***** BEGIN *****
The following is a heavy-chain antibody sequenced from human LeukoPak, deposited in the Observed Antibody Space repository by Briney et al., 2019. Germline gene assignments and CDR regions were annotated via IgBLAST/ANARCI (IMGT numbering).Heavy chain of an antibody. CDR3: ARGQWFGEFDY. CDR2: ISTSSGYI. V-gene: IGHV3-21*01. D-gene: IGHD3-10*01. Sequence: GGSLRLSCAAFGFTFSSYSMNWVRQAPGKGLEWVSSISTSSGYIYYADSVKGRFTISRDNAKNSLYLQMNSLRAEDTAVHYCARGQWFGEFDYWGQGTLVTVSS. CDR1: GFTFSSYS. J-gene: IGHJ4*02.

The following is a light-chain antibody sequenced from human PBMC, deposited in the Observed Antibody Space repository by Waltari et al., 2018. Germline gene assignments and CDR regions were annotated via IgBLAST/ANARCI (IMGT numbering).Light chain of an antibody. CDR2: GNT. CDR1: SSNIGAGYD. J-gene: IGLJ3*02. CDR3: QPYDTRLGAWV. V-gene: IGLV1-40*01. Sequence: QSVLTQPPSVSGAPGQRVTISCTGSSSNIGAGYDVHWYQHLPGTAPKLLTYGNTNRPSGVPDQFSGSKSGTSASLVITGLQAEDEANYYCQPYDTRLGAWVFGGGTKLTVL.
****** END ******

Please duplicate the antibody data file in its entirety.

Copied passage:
The following is a heavy-chain antibody sequenced from human LeukoPak, deposited in the Observed Antibody Space repository by Briney et al., 2019. Germline gene assignments and CDR regions were annotated via IgBLAST/ANARCI (IMGT numbering).Heavy chain of an antibody. CDR3: ARGQWFGEFDY. CDR2: ISTSSGYI. V-gene: IGHV3-21*01. D-gene: IGHD3-10*01. Sequence: GGSLRLSCAAFGFTFSSYSMNWVRQAPGKGLEWVSSISTSSGYIYYADSVKGRFTISRDNAKNSLYLQMNSLRAEDTAVHYCARGQWFGEFDYWGQGTLVTVSS. CDR1: GFTFSSYS. J-gene: IGHJ4*02.

The following is a light-chain antibody sequenced from human PBMC, deposited in the Observed Antibody Space repository by Waltari et al., 2018. Germline gene assignments and CDR regions were annotated via IgBLAST/ANARCI (IMGT numbering).Light chain of an antibody. CDR2: GNT. CDR1: SSNIGAGYD. J-gene: IGLJ3*02. CDR3: QPYDTRLGAWV. V-gene: IGLV1-40*01. Sequence: QSVLTQPPSVSGAPGQRVTISCTGSSSNIGAGYDVHWYQHLPGTAPKLLTYGNTNRPSGVPDQFSGSKSGTSASLVITGLQAEDEANYYCQPYDTRLGAWVFGGGTKLTVL.